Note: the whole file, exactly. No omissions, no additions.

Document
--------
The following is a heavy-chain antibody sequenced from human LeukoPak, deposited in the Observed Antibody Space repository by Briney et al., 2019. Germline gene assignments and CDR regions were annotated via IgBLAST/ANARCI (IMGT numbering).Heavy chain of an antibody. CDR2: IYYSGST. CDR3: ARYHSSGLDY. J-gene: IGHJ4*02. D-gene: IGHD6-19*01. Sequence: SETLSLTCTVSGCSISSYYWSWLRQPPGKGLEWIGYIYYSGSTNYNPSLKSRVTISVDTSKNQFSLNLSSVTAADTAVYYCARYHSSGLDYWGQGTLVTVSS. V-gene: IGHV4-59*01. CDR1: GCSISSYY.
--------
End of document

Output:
The following is a heavy-chain antibody sequenced from human LeukoPak, deposited in the Observed Antibody Space repository by Briney et al., 2019. Germline gene assignments and CDR regions were annotated via IgBLAST/ANARCI (IMGT numbering).Heavy chain of an antibody. CDR2: IYYSGST. CDR3: ARYHSSGLDY. J-gene: IGHJ4*02. D-gene: IGHD6-19*01. Sequence: SETLSLTCTVSGCSISSYYWSWLRQPPGKGLEWIGYIYYSGSTNYNPSLKSRVTISVDTSKNQFSLNLSSVTAADTAVYYCARYHSSGLDYWGQGTLVTVSS. V-gene: IGHV4-59*01. CDR1: GCSISSYY.